Module 1: Developing
William Cross first explored the concept of a racial identity model with Black Americans under the title of "The Psychology of Nigrescence." Cross believed that the process of forming a racial identity was through a transformation of an existing identity (in this case, a non-Afrocentric identity) intro one that was more pro-Afrocentric.
He believed this process went in stages, from pre-encounter, when an
individual accepted the dominant culture's views without question, through
a period of dissonance, to an intermediary stage where all mores and values
of the new culture were accepted and the dominant culture was disowned.
Again, there was a period of dissonance, and the final result was a synergy
of the best of both cultures. The model has since been applied to other
racial and ethnic groups as well.
Why is this important to us? As counselors, it is not enough to know that a person appears White, or Native American, or Black. We must also determine how much that individual identifies with their biological culture. An individual who has Navajo parents, yet has been raised in Los Angeles with no access to the Reservation way of life is in a much different place, psychologically, than someone born in a hogan without electricity who has not spoken English before starting school.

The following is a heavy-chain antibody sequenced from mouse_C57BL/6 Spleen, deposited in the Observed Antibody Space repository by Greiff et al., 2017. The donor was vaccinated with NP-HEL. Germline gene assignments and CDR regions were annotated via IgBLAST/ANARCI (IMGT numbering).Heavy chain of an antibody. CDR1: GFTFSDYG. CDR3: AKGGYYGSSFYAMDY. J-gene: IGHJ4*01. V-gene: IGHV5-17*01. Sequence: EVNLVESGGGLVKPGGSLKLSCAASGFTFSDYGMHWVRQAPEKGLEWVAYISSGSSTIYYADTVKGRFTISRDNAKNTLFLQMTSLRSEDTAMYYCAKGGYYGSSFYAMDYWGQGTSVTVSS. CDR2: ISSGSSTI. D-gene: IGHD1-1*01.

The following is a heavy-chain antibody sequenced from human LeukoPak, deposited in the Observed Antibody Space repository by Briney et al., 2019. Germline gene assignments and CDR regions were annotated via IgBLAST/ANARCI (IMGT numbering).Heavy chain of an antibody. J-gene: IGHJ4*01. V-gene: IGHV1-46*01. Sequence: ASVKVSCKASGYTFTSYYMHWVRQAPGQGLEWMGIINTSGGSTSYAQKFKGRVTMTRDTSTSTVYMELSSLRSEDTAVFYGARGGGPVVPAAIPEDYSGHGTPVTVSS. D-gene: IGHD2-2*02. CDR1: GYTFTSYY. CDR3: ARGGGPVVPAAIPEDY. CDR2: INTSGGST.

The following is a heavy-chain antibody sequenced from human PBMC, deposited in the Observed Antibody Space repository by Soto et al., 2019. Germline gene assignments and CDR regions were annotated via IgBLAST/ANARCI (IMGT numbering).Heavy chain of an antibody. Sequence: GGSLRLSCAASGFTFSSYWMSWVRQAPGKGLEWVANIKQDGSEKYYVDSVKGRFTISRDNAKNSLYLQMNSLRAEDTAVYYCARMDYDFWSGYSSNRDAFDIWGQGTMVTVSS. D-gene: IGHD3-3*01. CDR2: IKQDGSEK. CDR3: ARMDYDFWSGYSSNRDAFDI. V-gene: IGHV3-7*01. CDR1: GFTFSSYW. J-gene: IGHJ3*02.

In addition, a person who, through personal experience or family belief systems, distrusts the culture to which the counselor belongs, will bring a much different dynamic to the counseling session.
Helms, who you will meet through your online readings, also has developed a cultural identity map, similar to that of Cross. The important thing to remember is that all of these concepts are tools, to be used as appropriate for each individual situation. Be cautious about applying such a basic categorizing method to any individual before doing your own investigation!
Once you completed this lesson you should:
Go on to Lesson Three
Go back to Class
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